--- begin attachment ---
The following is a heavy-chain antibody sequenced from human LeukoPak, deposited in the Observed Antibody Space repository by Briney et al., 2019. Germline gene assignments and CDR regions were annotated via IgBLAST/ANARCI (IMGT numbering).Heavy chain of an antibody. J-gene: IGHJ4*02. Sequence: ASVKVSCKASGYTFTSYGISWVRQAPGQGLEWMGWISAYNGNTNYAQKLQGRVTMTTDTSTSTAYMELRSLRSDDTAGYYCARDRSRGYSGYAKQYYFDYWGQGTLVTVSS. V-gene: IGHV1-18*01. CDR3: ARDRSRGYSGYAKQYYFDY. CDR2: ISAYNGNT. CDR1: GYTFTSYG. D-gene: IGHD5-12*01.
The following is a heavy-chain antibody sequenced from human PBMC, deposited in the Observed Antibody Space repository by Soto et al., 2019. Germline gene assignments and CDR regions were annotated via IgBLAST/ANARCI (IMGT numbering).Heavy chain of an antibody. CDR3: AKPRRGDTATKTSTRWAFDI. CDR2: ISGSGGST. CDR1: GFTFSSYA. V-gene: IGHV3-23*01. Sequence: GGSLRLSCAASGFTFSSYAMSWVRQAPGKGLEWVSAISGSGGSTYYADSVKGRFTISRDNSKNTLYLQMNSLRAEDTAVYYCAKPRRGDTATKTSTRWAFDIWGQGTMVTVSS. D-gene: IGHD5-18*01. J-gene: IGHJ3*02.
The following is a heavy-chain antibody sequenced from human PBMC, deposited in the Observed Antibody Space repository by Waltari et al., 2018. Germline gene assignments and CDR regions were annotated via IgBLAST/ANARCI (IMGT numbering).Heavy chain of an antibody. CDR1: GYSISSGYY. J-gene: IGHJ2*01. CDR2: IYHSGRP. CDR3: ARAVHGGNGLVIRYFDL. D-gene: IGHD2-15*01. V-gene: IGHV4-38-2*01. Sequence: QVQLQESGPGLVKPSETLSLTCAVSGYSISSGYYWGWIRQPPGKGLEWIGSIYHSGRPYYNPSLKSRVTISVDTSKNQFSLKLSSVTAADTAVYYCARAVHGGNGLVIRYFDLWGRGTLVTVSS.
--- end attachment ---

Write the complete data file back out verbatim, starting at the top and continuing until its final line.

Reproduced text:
The following is a heavy-chain antibody sequenced from human LeukoPak, deposited in the Observed Antibody Space repository by Briney et al., 2019. Germline gene assignments and CDR regions were annotated via IgBLAST/ANARCI (IMGT numbering).Heavy chain of an antibody. J-gene: IGHJ4*02. Sequence: ASVKVSCKASGYTFTSYGISWVRQAPGQGLEWMGWISAYNGNTNYAQKLQGRVTMTTDTSTSTAYMELRSLRSDDTAGYYCARDRSRGYSGYAKQYYFDYWGQGTLVTVSS. V-gene: IGHV1-18*01. CDR3: ARDRSRGYSGYAKQYYFDY. CDR2: ISAYNGNT. CDR1: GYTFTSYG. D-gene: IGHD5-12*01.
The following is a heavy-chain antibody sequenced from human PBMC, deposited in the Observed Antibody Space repository by Soto et al., 2019. Germline gene assignments and CDR regions were annotated via IgBLAST/ANARCI (IMGT numbering).Heavy chain of an antibody. CDR3: AKPRRGDTATKTSTRWAFDI. CDR2: ISGSGGST. CDR1: GFTFSSYA. V-gene: IGHV3-23*01. Sequence: GGSLRLSCAASGFTFSSYAMSWVRQAPGKGLEWVSAISGSGGSTYYADSVKGRFTISRDNSKNTLYLQMNSLRAEDTAVYYCAKPRRGDTATKTSTRWAFDIWGQGTMVTVSS. D-gene: IGHD5-18*01. J-gene: IGHJ3*02.
The following is a heavy-chain antibody sequenced from human PBMC, deposited in the Observed Antibody Space repository by Waltari et al., 2018. Germline gene assignments and CDR regions were annotated via IgBLAST/ANARCI (IMGT numbering).Heavy chain of an antibody. CDR1: GYSISSGYY. J-gene: IGHJ2*01. CDR2: IYHSGRP. CDR3: ARAVHGGNGLVIRYFDL. D-gene: IGHD2-15*01. V-gene: IGHV4-38-2*01. Sequence: QVQLQESGPGLVKPSETLSLTCAVSGYSISSGYYWGWIRQPPGKGLEWIGSIYHSGRPYYNPSLKSRVTISVDTSKNQFSLKLSSVTAADTAVYYCARAVHGGNGLVIRYFDLWGRGTLVTVSS.